The social media landscape from Twitter and Mastodon to Instagram and TikTok has, for better or worse, centralized on sharing text highlights and quotes as images rather than as plain text. Now I can share my highlights easily as images on social media! I like to share my highlights from across the web, which is why I publish topic-specific RSS feeds for people to subscribe to. However, one of the features that I’ve been missing for a while now on Notado is exporting screenshots for social sharing.
As I write this, the genocide in Gaza being perpetrated against the Palestinian people continues unabated, with the explicit support of many western governments and politicians across the political spectrum. Facilitation of war crimes is generally recognized as a war crime in International Humanitarian Law, the Rome Statue of the International Criminal Court and Customary International Humanitarian Law (I know this thanks to my many years spent as an ICRC field delegate, but you can do your own further research on this point if you’d prefer).
Earlier this month I mentioned on Mastodon that I was replacing a Docker-based local development environment at my day job with a Nix-based one, orchestrated with overmind and a justfile. There was quite a lot of interest in particular in how overmind and just could be used to replace a container / compose-based local development. While I can’t share the details of the significantly more complex migration I did at my day job (yet!
The last few months have seen a flurry of changes on major social media websites like Twitter and Reddit with regards to API access. This has also resulted in a number of new competitors seeing rapid growth and becoming new hubs for online discussion. Let’s start with the first point: you will always be able to save Reddit comments and Tweets to Notado by highlighting and saving a text selection. This doesn’t require any API access or scraping, and it will always work because it only relies on what is visible in your browser.
The data model for bookmarking and highlighting services past and present can generally be distilled down to the following: * URL * Title * Scraped Content * User Highlight * User Annotation * ... Other Metadata The bookmark itself is tied to a URL, and anything else related to the bookmark, such as the title, the scraped content (if the service scrapes on your behalf), highlights and annotations are stored as additional metadata linked to that URL.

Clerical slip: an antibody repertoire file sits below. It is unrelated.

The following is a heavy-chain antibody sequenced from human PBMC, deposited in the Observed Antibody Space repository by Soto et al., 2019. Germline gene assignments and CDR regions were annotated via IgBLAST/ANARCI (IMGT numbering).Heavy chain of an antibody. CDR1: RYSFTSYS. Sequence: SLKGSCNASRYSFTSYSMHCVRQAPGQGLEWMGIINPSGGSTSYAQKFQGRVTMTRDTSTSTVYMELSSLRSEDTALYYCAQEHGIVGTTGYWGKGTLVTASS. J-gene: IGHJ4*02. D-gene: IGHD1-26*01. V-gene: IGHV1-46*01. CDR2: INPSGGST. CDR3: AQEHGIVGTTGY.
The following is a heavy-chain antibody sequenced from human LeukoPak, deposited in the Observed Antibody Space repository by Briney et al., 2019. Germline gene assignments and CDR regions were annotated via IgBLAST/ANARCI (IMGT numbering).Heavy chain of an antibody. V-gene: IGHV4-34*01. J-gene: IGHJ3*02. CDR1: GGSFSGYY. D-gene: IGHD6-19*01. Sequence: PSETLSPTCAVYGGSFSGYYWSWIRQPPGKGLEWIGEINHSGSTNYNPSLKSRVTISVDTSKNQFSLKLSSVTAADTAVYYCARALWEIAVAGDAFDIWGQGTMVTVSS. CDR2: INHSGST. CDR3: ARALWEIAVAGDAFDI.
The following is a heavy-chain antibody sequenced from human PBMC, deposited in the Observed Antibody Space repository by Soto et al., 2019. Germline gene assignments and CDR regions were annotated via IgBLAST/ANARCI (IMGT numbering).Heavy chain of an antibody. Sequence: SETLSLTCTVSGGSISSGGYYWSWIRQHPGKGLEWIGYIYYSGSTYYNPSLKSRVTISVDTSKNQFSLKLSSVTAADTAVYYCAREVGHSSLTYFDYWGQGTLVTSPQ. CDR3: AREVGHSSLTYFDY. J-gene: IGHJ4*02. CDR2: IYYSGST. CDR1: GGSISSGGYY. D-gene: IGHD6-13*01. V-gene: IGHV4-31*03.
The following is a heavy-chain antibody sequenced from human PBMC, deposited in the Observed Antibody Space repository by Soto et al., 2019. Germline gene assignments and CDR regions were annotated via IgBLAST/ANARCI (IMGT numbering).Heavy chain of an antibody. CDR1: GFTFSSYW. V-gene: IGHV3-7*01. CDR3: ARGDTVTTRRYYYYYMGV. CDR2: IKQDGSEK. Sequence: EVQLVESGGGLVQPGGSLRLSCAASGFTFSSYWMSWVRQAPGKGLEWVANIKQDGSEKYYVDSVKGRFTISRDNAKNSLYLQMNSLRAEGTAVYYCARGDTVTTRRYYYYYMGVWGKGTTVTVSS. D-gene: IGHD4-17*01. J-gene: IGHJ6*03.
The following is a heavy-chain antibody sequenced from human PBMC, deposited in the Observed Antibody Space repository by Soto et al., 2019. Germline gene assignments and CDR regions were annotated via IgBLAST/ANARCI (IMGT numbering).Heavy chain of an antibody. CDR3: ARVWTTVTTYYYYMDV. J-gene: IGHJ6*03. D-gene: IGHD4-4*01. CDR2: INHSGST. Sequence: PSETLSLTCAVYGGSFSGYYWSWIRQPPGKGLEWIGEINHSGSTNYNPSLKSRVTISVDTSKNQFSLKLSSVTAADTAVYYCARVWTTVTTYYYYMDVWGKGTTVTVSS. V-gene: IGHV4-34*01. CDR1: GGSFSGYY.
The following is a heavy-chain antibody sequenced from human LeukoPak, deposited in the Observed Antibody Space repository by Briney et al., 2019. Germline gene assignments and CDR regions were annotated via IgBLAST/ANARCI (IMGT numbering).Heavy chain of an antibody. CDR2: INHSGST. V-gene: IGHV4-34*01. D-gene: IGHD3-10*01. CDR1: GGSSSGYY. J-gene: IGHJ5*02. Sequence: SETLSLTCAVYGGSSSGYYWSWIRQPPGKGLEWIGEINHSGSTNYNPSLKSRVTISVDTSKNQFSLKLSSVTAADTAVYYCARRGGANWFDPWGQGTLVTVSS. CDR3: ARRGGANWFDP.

I have wanted to redesign my website for a while now. In fact, I have wanted to redesign my website ever since I saw Nathan Wentworth’s website. If you haven’t seen it before, check it out. To this day it remains my favourite personal website on the internet. My favourite feature on his website has to be the regularly updating feeds; music from https://last.fm, recent posts from https://mastodon.social, and recent bookmarks from https://pinboard.
User comments and discussions on the internet have a pretty bad rep these days, to the point where many people have just opted out of online commentary completely, going as far as using a combination of DNS filtering and browser extensions to remove them entirely from their browsing experience. I, on the other hand, have spent the last couple of years refining ways to separate signal from noise in the cacophony of online user commentary, as I have come to believe that the most valuable knowledge I acquire on a daily basis comes from commentary and discussion rather than publishing.
If you find, as I do, the act of physically marking books indescribably (in the literal sense) disrespectful (to the physical book), you probably felt great the first time you realised that PDFs could be digitally annotated. Equally so when Amazon’s Kindle brought eBooks into the mainstream. Unfortunately the story of highlights on Kindle has been one of some frustration and disappointment for me, in large part due to the restrictions placed on liberating highlights from the Amazon ecosystem, and the UX of highlighting on an e-ink Kindle, which remains to this today clunky, slow and always just a little too imprecise.